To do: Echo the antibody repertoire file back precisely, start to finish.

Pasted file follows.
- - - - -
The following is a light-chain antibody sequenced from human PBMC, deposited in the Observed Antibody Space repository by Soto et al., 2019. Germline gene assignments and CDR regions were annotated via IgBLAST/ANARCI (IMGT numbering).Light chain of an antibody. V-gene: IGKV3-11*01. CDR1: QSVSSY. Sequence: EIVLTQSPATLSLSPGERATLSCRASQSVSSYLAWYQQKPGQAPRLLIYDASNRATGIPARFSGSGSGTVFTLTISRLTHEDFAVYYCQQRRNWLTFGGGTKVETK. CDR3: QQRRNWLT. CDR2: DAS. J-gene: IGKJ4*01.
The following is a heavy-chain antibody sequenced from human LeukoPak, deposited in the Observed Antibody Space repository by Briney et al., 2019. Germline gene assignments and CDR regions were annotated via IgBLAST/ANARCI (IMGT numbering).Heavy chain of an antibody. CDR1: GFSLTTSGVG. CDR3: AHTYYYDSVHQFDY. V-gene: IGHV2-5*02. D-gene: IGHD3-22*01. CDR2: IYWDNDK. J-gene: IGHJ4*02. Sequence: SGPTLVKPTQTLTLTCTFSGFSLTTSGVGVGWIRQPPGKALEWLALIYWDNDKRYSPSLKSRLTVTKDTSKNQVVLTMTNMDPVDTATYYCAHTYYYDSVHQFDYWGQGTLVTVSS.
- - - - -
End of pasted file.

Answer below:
The following is a light-chain antibody sequenced from human PBMC, deposited in the Observed Antibody Space repository by Soto et al., 2019. Germline gene assignments and CDR regions were annotated via IgBLAST/ANARCI (IMGT numbering).Light chain of an antibody. V-gene: IGKV3-11*01. CDR1: QSVSSY. Sequence: EIVLTQSPATLSLSPGERATLSCRASQSVSSYLAWYQQKPGQAPRLLIYDASNRATGIPARFSGSGSGTVFTLTISRLTHEDFAVYYCQQRRNWLTFGGGTKVETK. CDR3: QQRRNWLT. CDR2: DAS. J-gene: IGKJ4*01.
The following is a heavy-chain antibody sequenced from human LeukoPak, deposited in the Observed Antibody Space repository by Briney et al., 2019. Germline gene assignments and CDR regions were annotated via IgBLAST/ANARCI (IMGT numbering).Heavy chain of an antibody. CDR1: GFSLTTSGVG. CDR3: AHTYYYDSVHQFDY. V-gene: IGHV2-5*02. D-gene: IGHD3-22*01. CDR2: IYWDNDK. J-gene: IGHJ4*02. Sequence: SGPTLVKPTQTLTLTCTFSGFSLTTSGVGVGWIRQPPGKALEWLALIYWDNDKRYSPSLKSRLTVTKDTSKNQVVLTMTNMDPVDTATYYCAHTYYYDSVHQFDYWGQGTLVTVSS.